Let's start with shamefully stigmatizing: Thank you so much for the cover photo for Rebecca Wakefield's article "Social Promotion" (April 21). It has been awhile since any member of my family got to wear their yellow stars on their shirts to identify them as part of the hated race of Jews. Perhaps with such superior journalistic approaches as your paper has chosen to pursue, I can rest assured that my offspring will also be reminded to think: "Never Again."
Perhaps we should ask New Times editor Jim Mullin about the editorial decision to stigmatize my faith by the obvious intent of the cover shot -- or does he actually believe every caricature of the Jew to be an accurate recitation of reality?
The story did not hurt. It was only proof that there are fools of every description and background. However, the photo reminded me that I was born in a displaced-persons' camp to two concentration-camp survivors, and frankly, I did not need reminding. It also reminded some (I am hoping very few) who still feel that Jews looked "right" wearing those symbols which would permit the decent folk to immediately be able to identify and shun them.
Shame! Will the hatred never end? Shame!
Editor's note: Abe Laeser, a veteran prosecutor, serves as the senior trial counselor at the Miami-Dade State Attorney's Office.
Spoiler of Secrets
Revealing a man's magic tricks is a form of strong-arm robbery: I have never in my life responded to an article in any type of media, but when I read "Social Promotion," I felt I had no choice. I haven't even finished the article yet, in part owing to Ms. Wakefield's inability to keep a reader's attention, but primarily because I was so disappointed with the article's introduction. The first couple of paragraphs are dedicated to Magic "the bum," who I know and of whom I am quite fond. I work on South Beach, and all my co-workers and I enjoy and respect Magic.
It's sad that you cannot walk more than ten feet in this city without someone bothering you for a handout, which is why it's so refreshing to have someone like Magic, who, rather than beg, contributes to the South Beach experience by performing magic tricks, offering a service in exchange for a spare dollar or two from tourists. On a couple of occasions, I have stopped Magic and asked him to perform for friends of mine visiting from out of town, even though I see his routine over and over while at work. People love him. He is witty and entertaining and earns the tips he receives.
Which brings me to my point: Who the hell is Rebecca Wakefield to reveal Magic's secrets? He has been on the Beach for years perfecting his craft, and in an aside Ms. Wakefield feels she has the right or responsibility to disclose his well-kept trade secrets? For what? What purpose did that serve in an article about nightclub promotions? Absolutely none. Some secrets are better left secret, and Magic's was one of them.
Thanks for taking away the one thing Magic "the bum" has of value -- his magic secret.
Caught on Tape: The Odor of Rats
Foul, yes, but will Kathy Rundle smell it? The citizens of Miami-Dade County are most fortunate in having "hit the dirt" investigators likes Francisco Alvarado and Rebecca Wakefield keeping tabs on what appear to be the suspect antics of such high-profile names as attorney Stanley Price, developer Masoud Shojaee of Shoma Development Corp., and state Rep. Ralph Arza ("Caught on Tape," April 14).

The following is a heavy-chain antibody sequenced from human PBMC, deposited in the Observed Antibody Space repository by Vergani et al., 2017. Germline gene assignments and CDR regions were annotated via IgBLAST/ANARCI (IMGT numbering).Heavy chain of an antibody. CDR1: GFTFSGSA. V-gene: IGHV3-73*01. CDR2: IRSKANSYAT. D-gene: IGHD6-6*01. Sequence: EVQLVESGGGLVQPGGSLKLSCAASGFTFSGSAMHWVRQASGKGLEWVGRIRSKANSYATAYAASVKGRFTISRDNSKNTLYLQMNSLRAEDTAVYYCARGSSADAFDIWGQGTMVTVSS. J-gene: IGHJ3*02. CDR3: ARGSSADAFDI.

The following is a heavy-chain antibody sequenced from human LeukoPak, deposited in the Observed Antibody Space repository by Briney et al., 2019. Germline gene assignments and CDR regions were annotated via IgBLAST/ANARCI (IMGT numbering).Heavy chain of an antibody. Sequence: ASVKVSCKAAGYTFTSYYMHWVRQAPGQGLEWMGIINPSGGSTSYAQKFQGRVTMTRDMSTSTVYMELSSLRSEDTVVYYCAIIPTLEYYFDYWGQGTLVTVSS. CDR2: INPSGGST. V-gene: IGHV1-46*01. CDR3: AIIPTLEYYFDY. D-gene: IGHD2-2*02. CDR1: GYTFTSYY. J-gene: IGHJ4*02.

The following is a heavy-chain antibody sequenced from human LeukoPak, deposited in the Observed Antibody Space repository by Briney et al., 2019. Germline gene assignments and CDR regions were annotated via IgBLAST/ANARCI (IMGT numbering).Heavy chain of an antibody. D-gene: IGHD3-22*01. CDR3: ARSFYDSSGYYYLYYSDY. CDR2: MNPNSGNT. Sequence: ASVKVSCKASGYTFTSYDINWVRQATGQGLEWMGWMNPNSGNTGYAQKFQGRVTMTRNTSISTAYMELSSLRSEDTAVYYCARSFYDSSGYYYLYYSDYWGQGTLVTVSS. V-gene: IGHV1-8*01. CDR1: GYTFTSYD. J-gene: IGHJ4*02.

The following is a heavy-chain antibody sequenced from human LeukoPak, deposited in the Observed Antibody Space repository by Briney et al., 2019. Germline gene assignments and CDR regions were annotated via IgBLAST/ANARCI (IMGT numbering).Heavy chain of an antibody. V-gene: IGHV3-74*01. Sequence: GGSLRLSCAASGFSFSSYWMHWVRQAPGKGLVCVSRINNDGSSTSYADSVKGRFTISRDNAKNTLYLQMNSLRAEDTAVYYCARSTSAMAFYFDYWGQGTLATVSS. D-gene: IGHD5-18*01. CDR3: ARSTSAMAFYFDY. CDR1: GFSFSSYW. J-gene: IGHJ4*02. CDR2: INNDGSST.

In Alvarado's follow-up story ("Caught on Tape, Part 2," April 21), readers are informed that the State Attorney has wisely opened a criminal investigation into the taped conversation that legally landed in the hands of New Times. The newspaper should continue aggressively monitoring this and similar matters where it appears an elected official has teamed with a respected Miami land-use lawyer and a multimillion-dollar developer in an attempt to circumvent the law regarding zoning that is in place for the public good.
I hope this episode will not result in State Attorney Katherine Fernandez Rundle's office closing its investigation with the proverbial whitewashing, because right now we should be smelling not one but three rats.
Bill E. Shears
If only we could pay Ralph Arza a living wage: I know attorney Stanley Price. He is a good guy and very good at what he does -- namely, helping developers replace ugly open space with wonderful homes, shopping centers, concrete, asphalt, and more vehicles than we have room for on our roads. He is part of the process. Sometimes I too am part of the process, and when I go up against Price's projects as a civic activist, I usually lose. People like me actually help keep Price in business by making it necessary for developers to hire him.
I also know state Rep. Ralph Arza. We have disagreed on issues in the past but recently have found some common ground. He too is a good guy, and I am not willing to trash him based on "Caught on Tape," at least not yet. Maybe, just maybe, it's not as it seems.
Perhaps this kind of thing could be averted if we paid our state legislators real salaries, maybe $120,000 for a senator and $100,000 for a representative. Let's throw in some real benefits, vehicle allowances, and an expense account. However, no legislator, commissioner, mayor, or any office-holder paid in this way would be able to hold another job involving a public agency or a government-funded agency, nor would he or she be able to consult or lobby in a matter where his or her public position allows private gain.
Alan W. Rigerman
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If only we could bring back Mayor Daley: In his letter to the editor about "Caught on Tape," Leonardo Ullivarri offers a solution to political corruption in Miami-Dade County: Institute a strong-mayor form of government. This is quite amusing to Miamians who have lived in Chicago.
I suggest that Mr. Ullivarri might be interested in the past 100 years' history of "strong mayor" rule in that northern Illinois city.